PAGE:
Motion - State Law authorizes local governments, under the Quimby Act of 1965 (Government Code Section 66477), to require the dedication of land or to impose in lieu fees for park or recreational purposes as a condition to the approval of a tentative map or parcel map for new residential subdivisions. These fees are known as "Quimby Fees" or Quimby Funds. The State law requires that, generally, the dedication of land or the payment of fees should be sufficient to provide three acres of park area per 1,000 persons residing within the subdivision.
In 1971, the City of Los Angeles implemented the Subdivision "Quimby" Fees Trust (Ordinance 141422) in order to collect Quimby fees; and the Zone Change Park Fee, in 1985 (Ordinance 159691), which state that: (1) The land and/or fees are to be used only for the purpose of developing new or rehabilitation of existing parks or recreational facilities which will serve the residential subdivision; and (2) The amount and location of land to be dedicated (or the fees collected) should bear a reasonable relationship to the park and recreational facilities to be used by the future inhabitants of the residential subdivision. City law requires that no final subdivision map shall be approved unless land is dedicated or a fee is paid for park or recreational purposes. Fees are collected by the Department of Recreation and Parks and are allocated in the Department's Park Fees Expenditure Program for each fiscal year.
In 1980, the City of Los Angeles adopted the Public Recreation Plan, a portion of the
Service Systems Element of the City's General Plan, to serve as a long range declaration of policies and program goals for the park system. The Public Recreation Plan (similar to the Housing Element or Noise Element) is a document that is used by the City as a general guide, or framework, for the development of parks and recreational facilities. The recreation standards set forth in the Plan are intended to provide a basis and guide for satisfying the City's needs. The Department of Recreation and Parks has generally expended Quimby funds within one to two miles from a new subdivision, using the Public Recreation Plan as guidance.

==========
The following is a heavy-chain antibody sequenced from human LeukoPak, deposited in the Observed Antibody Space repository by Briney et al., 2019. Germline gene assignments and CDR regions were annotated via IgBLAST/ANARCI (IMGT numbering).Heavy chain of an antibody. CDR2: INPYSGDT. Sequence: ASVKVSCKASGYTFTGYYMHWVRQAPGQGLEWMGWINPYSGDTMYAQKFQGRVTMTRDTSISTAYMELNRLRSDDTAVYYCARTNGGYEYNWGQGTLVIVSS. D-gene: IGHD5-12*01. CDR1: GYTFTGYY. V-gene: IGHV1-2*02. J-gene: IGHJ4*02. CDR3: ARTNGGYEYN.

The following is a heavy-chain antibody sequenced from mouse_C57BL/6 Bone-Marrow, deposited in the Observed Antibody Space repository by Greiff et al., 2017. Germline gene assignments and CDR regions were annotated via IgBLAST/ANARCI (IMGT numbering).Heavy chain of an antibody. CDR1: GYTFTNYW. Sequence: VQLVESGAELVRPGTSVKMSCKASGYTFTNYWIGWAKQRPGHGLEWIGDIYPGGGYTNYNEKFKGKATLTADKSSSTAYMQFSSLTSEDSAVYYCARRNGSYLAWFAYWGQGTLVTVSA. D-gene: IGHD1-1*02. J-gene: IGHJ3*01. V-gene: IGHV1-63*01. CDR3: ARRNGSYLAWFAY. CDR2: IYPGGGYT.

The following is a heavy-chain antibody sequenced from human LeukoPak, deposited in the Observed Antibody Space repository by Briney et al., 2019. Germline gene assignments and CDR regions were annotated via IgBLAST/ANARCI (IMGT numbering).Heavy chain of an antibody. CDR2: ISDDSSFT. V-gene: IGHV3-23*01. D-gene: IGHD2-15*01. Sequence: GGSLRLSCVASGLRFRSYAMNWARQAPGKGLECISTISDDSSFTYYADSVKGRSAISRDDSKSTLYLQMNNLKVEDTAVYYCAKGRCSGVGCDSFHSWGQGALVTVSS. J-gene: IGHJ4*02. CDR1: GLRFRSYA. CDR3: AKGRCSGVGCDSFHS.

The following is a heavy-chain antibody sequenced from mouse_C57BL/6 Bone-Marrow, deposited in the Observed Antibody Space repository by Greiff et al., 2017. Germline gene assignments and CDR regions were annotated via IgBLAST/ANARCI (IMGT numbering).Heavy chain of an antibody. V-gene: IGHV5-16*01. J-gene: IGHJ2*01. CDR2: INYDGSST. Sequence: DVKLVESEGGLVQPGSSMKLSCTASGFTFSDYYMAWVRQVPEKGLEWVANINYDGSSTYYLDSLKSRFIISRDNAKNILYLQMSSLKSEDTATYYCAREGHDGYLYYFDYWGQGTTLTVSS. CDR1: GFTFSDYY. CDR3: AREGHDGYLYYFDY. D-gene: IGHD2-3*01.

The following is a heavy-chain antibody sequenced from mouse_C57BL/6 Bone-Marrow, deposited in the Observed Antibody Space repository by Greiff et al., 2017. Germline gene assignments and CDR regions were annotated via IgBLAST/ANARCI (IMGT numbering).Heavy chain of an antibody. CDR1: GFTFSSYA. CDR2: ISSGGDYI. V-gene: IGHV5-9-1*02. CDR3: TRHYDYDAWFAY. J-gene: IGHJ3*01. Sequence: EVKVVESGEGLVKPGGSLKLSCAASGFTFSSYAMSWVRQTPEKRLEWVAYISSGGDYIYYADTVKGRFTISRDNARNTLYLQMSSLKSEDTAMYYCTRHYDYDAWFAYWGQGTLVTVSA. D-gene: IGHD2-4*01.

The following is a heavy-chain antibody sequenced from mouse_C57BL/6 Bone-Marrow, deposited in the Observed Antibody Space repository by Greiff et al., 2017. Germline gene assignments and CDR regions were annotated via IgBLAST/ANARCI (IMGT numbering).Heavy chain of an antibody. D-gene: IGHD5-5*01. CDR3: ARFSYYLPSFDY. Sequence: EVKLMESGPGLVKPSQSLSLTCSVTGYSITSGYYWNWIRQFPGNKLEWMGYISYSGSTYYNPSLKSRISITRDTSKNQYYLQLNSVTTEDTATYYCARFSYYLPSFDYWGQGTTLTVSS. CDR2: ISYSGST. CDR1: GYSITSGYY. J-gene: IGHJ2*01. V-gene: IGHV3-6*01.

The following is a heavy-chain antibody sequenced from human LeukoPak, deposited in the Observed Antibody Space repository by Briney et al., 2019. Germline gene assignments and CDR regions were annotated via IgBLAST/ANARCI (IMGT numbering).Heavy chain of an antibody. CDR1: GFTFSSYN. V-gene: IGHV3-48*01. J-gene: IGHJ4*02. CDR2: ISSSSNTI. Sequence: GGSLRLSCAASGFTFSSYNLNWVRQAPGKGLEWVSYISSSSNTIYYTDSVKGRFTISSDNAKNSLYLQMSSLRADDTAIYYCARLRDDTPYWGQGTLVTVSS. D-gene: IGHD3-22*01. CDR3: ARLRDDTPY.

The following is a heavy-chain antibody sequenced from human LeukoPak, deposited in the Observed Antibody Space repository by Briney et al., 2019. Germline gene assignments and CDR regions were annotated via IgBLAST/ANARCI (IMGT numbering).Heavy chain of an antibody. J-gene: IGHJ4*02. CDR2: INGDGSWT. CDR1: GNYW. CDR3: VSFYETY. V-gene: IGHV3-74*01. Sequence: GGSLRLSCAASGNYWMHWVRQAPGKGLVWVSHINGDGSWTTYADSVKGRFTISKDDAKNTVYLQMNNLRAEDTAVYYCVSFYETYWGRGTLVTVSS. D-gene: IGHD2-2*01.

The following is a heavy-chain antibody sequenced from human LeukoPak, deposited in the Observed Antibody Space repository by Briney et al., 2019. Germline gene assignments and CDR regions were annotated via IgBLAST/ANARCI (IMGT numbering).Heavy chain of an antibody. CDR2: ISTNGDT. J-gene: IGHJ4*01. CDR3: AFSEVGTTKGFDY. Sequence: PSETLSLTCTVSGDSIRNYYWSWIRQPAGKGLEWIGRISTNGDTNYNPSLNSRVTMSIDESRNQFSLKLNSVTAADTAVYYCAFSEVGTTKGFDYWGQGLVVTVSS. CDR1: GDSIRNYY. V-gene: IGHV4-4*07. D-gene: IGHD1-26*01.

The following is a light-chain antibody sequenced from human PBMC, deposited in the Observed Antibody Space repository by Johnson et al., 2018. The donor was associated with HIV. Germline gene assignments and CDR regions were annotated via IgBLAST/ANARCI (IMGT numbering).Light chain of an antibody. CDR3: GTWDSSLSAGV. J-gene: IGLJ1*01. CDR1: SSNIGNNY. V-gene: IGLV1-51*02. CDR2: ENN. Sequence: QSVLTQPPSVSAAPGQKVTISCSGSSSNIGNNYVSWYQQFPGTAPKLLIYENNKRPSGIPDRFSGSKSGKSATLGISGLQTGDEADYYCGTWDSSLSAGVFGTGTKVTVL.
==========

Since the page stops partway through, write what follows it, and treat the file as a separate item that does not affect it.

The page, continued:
Since 1971, the growth of the City has increased dramatically resulting in an intensified
need for additional parks and recreational facilities. The City has become increasingly urbanized since 1971, and less land is available for parks. Land or funds obtained through the Quimby Act offer an opportunity to be responsive to the community, as well as provide an amenity for new residents. In order to do this, it is timely for the City to review its policies concerning the service radius for parks / recreational facilities vis-a-vis the expenditure of Quimby Funds. Through the years as the city has acquired new land for urban parks, the need for programs and maintenance at these parks has grown as well. To meet these growing needs the city needs to review its policies regarding the use of Quimby funds for programs and maintenance.
THEREFORE MOVE that the City Council request the Department of Recreation and Parks to convene a Task Force with representatives of the City Attorney and Planning Departments to review the requirements regarding the service radius for park acquisition, as well as the uses of Quimby Funds for programs and maintenance, and to recommend to the City Council how the General Plan, and the Municipal Code should be amended to achieve these goals and to report to the Arts, Park, Health, and Aging Committee within 90 days.
7-27-05 - This days Council session
7-27-05 - Ref to Arts, Parks, Health and Aging Committee
7-27-05 - File to Arts, Parks, Health and Aging Committee Clerk
8-19-05 - No Quorum
9-6-05 - Council Action - Arts, Parks, Health and Aging Committee report ADOPTED to INSTRUCT the Department of Recreation and Parks (DRP) to convene a Task Force with representatives of the Office of the City Attorney and the Planning Department to:
a. Review the requirements regarding the service radius for park acquisition, as well as the uses of Quimby Funds for programs and maintenance.
b. Report back to the Arts, Park, Health, and Aging Committee within 90 days with recommendations how the General Plan and the Municipal Code should be amended to achieve these goals.
9-13-05 - File to Arts, Parks, Health and Aging Committee Clerk OK
9-14-05 - File in files
11-28-07 - This day's Council session - Motion - Smith Mover 2007 / Garcetti / Hahn - That the City Council, instruct the Planning Department, in consultation with the Department of Recreation and Parks and the Office of the City Attorney, to report on updating the Quimby provisions of the Los Angeles Municipal Code and the Public Recreation Plan contained in the City's General Plan relative to the service radius for Quimby fee expenditures, to determine the feasibility of increasing the radius from the development where the fees may be spent...etc.
11-28-07 - Ref to Arts, Parks, Health and Aging Committee
11-28-07 - File to Arts, Parks, Health and Aging Committee Clerk
3-19-08 - For ref - Communication from Planning Department, dated March 19, 2008, relative to responding to the three motions (Hahn/Rosendahl on November 7, 2007; Hahn/Reyes on November 7, 2007; Smith/Garcetti/Hahn on November 28, 2007), and the Controller's audit regarding Quimby fee and dedication regulations.
3-19-08 - Ref to Arts, Parks, Health and Aging Committee - to Committee Clerk